Stephen Russell Mallory was a customs official, lawyer and judge in Key West, served two terms as US Senator from Florida (1851-1861), and then served throughout the Civil War as the Secretary of the Navy of the Confederacy.
Stephen Russell Mallory was born on the island of Trinidad in 1812. His exact birthdate is not recorded. He was the second son of Ellen Russell Mallory (born near Waterford, Ireland) and her Connecticut-born husband Charles Mallory, a construction engineer. Stephen, his parents and elder brother John left Trinidad around 1820, after his father contracted consumption. Looking for a healthy climate for the ailing Charles Mallory, the family eventually settled in Key West in 1823, but both Charles and John Mallory died shortly thereafter, leaving the young widow Ellen Mallory to support herself and young son Stephen alone. At the time, Ellen Mallory was the only white woman in Key West. She survived by opening her home as Key West’s first and only boarding house, which it remained for over 30 years. Ellen struggled to provide her son Stephen with a good education, sending him to boarding school in Mobile and in Nazareth, Pennsylvania. When Ellen could no longer afford to pay his tuition, Stephen returned home to Key West in 1829. Her son Stephen later wrote that Ellen Mallory was a very stern and demanding mother, but she nursed the sick and injured of Key West, during epidemics and hurricanes, and was renowned for her kindness, hospitality and Catholic piety. She would live until 1855 to see Stephen make her a very proud mother and grandmother.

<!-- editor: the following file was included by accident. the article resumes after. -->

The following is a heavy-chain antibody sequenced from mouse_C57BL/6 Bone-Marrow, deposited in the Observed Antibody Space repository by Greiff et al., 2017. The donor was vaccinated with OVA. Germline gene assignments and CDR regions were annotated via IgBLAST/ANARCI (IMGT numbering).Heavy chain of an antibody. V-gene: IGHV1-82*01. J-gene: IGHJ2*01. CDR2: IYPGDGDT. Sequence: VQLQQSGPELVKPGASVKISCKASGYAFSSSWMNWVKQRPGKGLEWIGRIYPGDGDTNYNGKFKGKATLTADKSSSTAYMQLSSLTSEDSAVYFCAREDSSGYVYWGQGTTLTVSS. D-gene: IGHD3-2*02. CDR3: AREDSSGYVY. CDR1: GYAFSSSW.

In 1833, 19-year-old Stephen Mallory was appointed as Customs Inspector for Key West by President Andrew Jackson. He served in the US Army during the Seminole War from 1835 to 1837. He studied the law in the office of Judge William Marvin, was admitted to the bar in 1840, and then practiced law in Key West. He also served as an elected Monroe County judge from 1837 to 1845.
With his career prospering, in 1838, Stephen Mallory courted and wed Angela Sylvania Moreno, a daughter of the leading Spanish family of Pensacola. Her parents were the wealthy and prominent Don Francisco Moreno and Josepha Lopez Moreno. Francisco Moreno, also known as the “Father of Pensacola”, was the official representative of the King of Spain in Florida for over fifty years. Don Francisco died in 1883 at the age of 92, was the father of 27 children, and had 75 grandchildren (including 9 Mallory grandchildren) and 127 great-grandchildren.
In 1845, Stephen Mallory was appointed Collector of the Customs by President Polk. In 1850, he was appointed US Senator by the Florida Legislature, was re-elected in 1857, and served as US Senator from March 4, 1851 until his resignation on January 21, 1861 (when Florida seceded from the Union). Mallory was well-respected by his colleagues for being a thoughtful and hard-working Senator. Senator and Mrs. Mallory were also very popular in Washington society, he for being a gregarious and humorous conversationalist, and she for being an elegant and sophisticated hostess. While in the US Senate, Mallory served as Chairman of the Committee on Naval Affairs.